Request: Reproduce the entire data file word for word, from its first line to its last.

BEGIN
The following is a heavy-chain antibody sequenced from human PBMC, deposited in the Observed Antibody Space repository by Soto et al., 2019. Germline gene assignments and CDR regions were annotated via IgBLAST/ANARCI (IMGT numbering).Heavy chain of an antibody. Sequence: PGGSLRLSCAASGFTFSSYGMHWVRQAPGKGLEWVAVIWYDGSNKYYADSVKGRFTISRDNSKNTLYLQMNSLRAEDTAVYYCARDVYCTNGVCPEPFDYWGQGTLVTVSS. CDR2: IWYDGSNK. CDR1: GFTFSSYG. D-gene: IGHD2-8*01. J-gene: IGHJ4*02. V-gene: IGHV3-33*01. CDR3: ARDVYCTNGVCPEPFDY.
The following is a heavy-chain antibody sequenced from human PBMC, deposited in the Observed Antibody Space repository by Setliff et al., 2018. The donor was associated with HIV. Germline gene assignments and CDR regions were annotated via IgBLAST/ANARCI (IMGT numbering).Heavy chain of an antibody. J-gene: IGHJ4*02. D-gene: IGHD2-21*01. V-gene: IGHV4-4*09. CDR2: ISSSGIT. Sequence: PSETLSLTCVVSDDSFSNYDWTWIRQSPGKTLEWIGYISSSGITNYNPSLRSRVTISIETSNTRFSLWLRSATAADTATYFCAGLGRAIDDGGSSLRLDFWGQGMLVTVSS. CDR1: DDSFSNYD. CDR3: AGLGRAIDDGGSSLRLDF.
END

The following is a heavy-chain antibody sequenced from human PBMC, deposited in the Observed Antibody Space repository by Soto et al., 2019. Germline gene assignments and CDR regions were annotated via IgBLAST/ANARCI (IMGT numbering).Heavy chain of an antibody. Sequence: PGGSLRLSCAASGFTFSSYGMHWVRQAPGKGLEWVAVIWYDGSNKYYADSVKGRFTISRDNSKNTLYLQMNSLRAEDTAVYYCARDVYCTNGVCPEPFDYWGQGTLVTVSS. CDR2: IWYDGSNK. CDR1: GFTFSSYG. D-gene: IGHD2-8*01. J-gene: IGHJ4*02. V-gene: IGHV3-33*01. CDR3: ARDVYCTNGVCPEPFDY.
The following is a heavy-chain antibody sequenced from human PBMC, deposited in the Observed Antibody Space repository by Setliff et al., 2018. The donor was associated with HIV. Germline gene assignments and CDR regions were annotated via IgBLAST/ANARCI (IMGT numbering).Heavy chain of an antibody. J-gene: IGHJ4*02. D-gene: IGHD2-21*01. V-gene: IGHV4-4*09. CDR2: ISSSGIT. Sequence: PSETLSLTCVVSDDSFSNYDWTWIRQSPGKTLEWIGYISSSGITNYNPSLRSRVTISIETSNTRFSLWLRSATAADTATYFCAGLGRAIDDGGSSLRLDFWGQGMLVTVSS. CDR1: DDSFSNYD. CDR3: AGLGRAIDDGGSSLRLDF.